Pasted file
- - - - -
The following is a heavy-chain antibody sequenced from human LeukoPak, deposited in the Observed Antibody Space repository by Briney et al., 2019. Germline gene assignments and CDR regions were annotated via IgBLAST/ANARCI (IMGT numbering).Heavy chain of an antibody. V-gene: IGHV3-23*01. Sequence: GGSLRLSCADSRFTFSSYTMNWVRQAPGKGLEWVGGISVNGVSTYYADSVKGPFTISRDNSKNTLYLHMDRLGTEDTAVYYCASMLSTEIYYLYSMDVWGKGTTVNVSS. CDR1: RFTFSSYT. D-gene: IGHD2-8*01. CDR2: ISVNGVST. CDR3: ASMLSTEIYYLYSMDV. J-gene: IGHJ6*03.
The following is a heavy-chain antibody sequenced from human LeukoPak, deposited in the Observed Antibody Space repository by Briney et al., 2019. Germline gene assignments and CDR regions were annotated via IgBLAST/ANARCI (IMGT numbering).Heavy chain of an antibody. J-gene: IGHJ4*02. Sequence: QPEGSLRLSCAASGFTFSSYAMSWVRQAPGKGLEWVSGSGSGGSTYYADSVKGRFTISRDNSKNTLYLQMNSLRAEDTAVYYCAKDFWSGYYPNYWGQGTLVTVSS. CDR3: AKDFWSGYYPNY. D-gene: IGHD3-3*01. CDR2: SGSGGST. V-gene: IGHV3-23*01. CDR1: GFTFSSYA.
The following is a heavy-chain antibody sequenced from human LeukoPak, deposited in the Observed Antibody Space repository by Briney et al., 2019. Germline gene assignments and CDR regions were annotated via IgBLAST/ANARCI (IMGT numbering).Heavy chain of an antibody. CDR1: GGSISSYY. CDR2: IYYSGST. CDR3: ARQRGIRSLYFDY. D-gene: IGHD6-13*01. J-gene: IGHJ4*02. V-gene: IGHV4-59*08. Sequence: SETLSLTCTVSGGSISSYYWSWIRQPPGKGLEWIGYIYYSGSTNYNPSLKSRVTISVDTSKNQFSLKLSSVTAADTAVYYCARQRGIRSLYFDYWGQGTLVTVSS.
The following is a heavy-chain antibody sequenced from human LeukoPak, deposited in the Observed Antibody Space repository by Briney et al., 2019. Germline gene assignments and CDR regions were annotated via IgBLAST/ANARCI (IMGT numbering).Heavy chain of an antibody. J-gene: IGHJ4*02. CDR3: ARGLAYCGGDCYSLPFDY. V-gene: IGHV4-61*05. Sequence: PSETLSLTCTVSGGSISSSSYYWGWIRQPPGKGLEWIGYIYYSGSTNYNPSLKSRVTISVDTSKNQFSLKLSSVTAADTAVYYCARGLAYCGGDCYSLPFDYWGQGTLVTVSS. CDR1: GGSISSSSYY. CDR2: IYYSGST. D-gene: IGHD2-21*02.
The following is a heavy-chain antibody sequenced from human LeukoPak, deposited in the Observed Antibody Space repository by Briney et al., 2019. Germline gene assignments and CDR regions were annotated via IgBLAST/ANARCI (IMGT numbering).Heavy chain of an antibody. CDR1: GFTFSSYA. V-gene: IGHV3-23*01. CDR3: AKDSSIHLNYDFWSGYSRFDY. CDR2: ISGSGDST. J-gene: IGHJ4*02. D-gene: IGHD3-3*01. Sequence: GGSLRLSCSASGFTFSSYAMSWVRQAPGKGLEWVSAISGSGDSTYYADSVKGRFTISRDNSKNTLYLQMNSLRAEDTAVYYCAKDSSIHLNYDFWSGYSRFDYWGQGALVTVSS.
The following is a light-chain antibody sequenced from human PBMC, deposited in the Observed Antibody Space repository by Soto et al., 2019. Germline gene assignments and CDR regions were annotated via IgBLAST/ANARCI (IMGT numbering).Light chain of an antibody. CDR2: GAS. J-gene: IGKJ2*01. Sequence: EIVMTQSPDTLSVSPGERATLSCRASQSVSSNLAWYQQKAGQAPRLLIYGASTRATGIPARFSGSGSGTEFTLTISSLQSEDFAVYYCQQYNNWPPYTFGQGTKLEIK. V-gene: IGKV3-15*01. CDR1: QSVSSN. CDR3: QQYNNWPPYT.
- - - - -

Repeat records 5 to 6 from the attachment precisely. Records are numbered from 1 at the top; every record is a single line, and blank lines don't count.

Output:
The following is a heavy-chain antibody sequenced from human LeukoPak, deposited in the Observed Antibody Space repository by Briney et al., 2019. Germline gene assignments and CDR regions were annotated via IgBLAST/ANARCI (IMGT numbering).Heavy chain of an antibody. CDR1: GFTFSSYA. V-gene: IGHV3-23*01. CDR3: AKDSSIHLNYDFWSGYSRFDY. CDR2: ISGSGDST. J-gene: IGHJ4*02. D-gene: IGHD3-3*01. Sequence: GGSLRLSCSASGFTFSSYAMSWVRQAPGKGLEWVSAISGSGDSTYYADSVKGRFTISRDNSKNTLYLQMNSLRAEDTAVYYCAKDSSIHLNYDFWSGYSRFDYWGQGALVTVSS.
The following is a light-chain antibody sequenced from human PBMC, deposited in the Observed Antibody Space repository by Soto et al., 2019. Germline gene assignments and CDR regions were annotated via IgBLAST/ANARCI (IMGT numbering).Light chain of an antibody. CDR2: GAS. J-gene: IGKJ2*01. Sequence: EIVMTQSPDTLSVSPGERATLSCRASQSVSSNLAWYQQKAGQAPRLLIYGASTRATGIPARFSGSGSGTEFTLTISSLQSEDFAVYYCQQYNNWPPYTFGQGTKLEIK. V-gene: IGKV3-15*01. CDR1: QSVSSN. CDR3: QQYNNWPPYT.